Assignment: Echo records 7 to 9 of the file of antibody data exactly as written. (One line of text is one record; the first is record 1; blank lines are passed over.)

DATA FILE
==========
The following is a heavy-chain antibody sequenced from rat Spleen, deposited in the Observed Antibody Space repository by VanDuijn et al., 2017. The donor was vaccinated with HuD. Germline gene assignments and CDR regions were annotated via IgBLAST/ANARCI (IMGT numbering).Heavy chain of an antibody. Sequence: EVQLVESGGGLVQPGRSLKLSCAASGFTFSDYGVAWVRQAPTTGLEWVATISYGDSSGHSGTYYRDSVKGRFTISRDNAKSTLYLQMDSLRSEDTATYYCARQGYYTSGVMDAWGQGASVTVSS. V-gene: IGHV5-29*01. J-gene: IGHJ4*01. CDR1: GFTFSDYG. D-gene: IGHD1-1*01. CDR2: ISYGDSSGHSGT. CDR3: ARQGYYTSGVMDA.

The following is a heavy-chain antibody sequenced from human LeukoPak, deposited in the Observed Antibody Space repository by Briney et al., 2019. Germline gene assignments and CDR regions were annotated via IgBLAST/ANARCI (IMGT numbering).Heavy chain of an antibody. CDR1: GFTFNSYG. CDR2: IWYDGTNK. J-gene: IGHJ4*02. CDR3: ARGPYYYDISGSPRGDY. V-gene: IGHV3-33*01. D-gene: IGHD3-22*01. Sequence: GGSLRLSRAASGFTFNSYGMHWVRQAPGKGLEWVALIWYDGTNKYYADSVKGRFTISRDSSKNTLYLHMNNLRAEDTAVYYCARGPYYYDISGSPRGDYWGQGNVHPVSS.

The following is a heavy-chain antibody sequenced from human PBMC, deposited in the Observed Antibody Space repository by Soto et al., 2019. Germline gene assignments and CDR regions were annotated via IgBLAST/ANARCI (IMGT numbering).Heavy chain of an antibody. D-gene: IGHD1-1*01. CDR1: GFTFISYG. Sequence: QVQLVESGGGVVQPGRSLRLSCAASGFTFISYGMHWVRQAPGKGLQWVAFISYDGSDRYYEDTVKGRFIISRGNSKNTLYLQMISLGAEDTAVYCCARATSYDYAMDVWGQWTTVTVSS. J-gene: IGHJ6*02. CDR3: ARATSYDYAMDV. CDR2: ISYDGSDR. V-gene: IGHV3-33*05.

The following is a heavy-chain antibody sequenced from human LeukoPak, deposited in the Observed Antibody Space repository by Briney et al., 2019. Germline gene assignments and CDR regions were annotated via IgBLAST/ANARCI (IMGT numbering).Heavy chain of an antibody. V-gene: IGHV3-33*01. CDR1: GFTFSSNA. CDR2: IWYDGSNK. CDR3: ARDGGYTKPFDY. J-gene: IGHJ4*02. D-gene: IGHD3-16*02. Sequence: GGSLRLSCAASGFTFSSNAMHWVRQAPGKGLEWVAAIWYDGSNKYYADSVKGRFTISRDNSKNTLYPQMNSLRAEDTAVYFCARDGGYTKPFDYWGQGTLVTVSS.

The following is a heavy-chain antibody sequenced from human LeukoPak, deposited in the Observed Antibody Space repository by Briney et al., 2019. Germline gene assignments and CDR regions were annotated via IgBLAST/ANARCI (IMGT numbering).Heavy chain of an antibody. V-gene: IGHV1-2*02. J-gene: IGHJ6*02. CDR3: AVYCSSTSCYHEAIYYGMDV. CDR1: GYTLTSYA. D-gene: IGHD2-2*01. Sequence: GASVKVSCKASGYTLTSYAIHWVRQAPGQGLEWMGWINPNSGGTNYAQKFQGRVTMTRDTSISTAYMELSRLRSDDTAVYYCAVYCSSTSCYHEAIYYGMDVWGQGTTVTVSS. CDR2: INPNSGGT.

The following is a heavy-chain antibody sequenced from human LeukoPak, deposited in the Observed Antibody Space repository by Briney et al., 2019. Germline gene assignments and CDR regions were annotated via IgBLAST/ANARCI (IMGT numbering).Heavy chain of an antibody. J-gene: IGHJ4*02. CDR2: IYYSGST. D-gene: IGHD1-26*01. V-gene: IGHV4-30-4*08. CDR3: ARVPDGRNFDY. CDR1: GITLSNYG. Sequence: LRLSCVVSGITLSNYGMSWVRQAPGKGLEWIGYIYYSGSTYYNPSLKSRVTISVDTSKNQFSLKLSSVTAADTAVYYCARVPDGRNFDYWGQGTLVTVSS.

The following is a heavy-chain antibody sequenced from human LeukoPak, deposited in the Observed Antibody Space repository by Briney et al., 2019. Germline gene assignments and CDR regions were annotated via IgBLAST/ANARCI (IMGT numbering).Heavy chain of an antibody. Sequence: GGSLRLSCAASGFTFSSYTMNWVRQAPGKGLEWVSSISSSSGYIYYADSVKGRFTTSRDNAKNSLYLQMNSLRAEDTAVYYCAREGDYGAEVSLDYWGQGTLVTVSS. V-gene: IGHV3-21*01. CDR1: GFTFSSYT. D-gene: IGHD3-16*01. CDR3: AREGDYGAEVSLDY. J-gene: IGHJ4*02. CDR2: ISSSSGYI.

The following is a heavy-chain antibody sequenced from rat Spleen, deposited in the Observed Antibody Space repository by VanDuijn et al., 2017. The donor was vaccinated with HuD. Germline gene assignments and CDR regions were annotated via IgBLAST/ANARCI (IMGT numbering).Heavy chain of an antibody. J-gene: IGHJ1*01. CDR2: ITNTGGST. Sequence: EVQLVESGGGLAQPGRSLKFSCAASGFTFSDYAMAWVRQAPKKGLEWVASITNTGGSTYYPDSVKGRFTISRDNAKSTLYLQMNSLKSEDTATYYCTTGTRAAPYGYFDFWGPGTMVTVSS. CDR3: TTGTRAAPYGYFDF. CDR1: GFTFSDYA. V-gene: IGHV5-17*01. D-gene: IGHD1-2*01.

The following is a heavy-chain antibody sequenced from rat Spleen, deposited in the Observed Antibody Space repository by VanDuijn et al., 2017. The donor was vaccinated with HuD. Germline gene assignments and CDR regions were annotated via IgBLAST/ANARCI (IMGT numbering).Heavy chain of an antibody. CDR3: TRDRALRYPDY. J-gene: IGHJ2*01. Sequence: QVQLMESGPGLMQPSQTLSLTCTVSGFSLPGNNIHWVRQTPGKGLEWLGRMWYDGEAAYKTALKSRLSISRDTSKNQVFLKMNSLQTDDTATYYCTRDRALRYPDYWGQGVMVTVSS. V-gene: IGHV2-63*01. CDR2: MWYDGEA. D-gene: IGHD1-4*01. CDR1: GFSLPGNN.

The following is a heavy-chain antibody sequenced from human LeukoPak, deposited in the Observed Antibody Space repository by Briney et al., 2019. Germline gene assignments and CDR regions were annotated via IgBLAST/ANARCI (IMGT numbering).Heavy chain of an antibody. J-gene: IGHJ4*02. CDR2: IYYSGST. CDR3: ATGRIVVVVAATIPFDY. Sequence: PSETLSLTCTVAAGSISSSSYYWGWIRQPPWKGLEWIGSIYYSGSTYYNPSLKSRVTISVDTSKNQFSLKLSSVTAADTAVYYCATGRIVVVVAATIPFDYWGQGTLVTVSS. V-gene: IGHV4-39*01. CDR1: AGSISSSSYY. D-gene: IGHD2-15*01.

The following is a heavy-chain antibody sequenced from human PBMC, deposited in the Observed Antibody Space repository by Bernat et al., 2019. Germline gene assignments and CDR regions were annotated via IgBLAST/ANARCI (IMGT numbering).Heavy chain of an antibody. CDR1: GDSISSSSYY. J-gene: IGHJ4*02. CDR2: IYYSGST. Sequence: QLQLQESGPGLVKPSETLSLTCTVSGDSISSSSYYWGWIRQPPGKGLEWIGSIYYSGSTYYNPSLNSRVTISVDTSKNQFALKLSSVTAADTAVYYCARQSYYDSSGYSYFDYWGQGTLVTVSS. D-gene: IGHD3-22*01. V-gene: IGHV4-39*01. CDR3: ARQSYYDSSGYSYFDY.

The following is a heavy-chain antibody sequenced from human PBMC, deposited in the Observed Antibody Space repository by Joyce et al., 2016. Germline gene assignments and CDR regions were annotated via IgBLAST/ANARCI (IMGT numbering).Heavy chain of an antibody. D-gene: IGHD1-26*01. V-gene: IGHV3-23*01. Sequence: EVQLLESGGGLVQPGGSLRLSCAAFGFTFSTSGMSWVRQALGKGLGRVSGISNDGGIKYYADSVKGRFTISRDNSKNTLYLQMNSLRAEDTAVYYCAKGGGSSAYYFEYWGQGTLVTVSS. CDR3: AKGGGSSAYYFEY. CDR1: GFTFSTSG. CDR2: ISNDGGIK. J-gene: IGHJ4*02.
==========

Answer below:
The following is a heavy-chain antibody sequenced from human LeukoPak, deposited in the Observed Antibody Space repository by Briney et al., 2019. Germline gene assignments and CDR regions were annotated via IgBLAST/ANARCI (IMGT numbering).Heavy chain of an antibody. Sequence: GGSLRLSCAASGFTFSSYTMNWVRQAPGKGLEWVSSISSSSGYIYYADSVKGRFTTSRDNAKNSLYLQMNSLRAEDTAVYYCAREGDYGAEVSLDYWGQGTLVTVSS. V-gene: IGHV3-21*01. CDR1: GFTFSSYT. D-gene: IGHD3-16*01. CDR3: AREGDYGAEVSLDY. J-gene: IGHJ4*02. CDR2: ISSSSGYI.

The following is a heavy-chain antibody sequenced from rat Spleen, deposited in the Observed Antibody Space repository by VanDuijn et al., 2017. The donor was vaccinated with HuD. Germline gene assignments and CDR regions were annotated via IgBLAST/ANARCI (IMGT numbering).Heavy chain of an antibody. J-gene: IGHJ1*01. CDR2: ITNTGGST. Sequence: EVQLVESGGGLAQPGRSLKFSCAASGFTFSDYAMAWVRQAPKKGLEWVASITNTGGSTYYPDSVKGRFTISRDNAKSTLYLQMNSLKSEDTATYYCTTGTRAAPYGYFDFWGPGTMVTVSS. CDR3: TTGTRAAPYGYFDF. CDR1: GFTFSDYA. V-gene: IGHV5-17*01. D-gene: IGHD1-2*01.

The following is a heavy-chain antibody sequenced from rat Spleen, deposited in the Observed Antibody Space repository by VanDuijn et al., 2017. The donor was vaccinated with HuD. Germline gene assignments and CDR regions were annotated via IgBLAST/ANARCI (IMGT numbering).Heavy chain of an antibody. CDR3: TRDRALRYPDY. J-gene: IGHJ2*01. Sequence: QVQLMESGPGLMQPSQTLSLTCTVSGFSLPGNNIHWVRQTPGKGLEWLGRMWYDGEAAYKTALKSRLSISRDTSKNQVFLKMNSLQTDDTATYYCTRDRALRYPDYWGQGVMVTVSS. V-gene: IGHV2-63*01. CDR2: MWYDGEA. D-gene: IGHD1-4*01. CDR1: GFSLPGNN.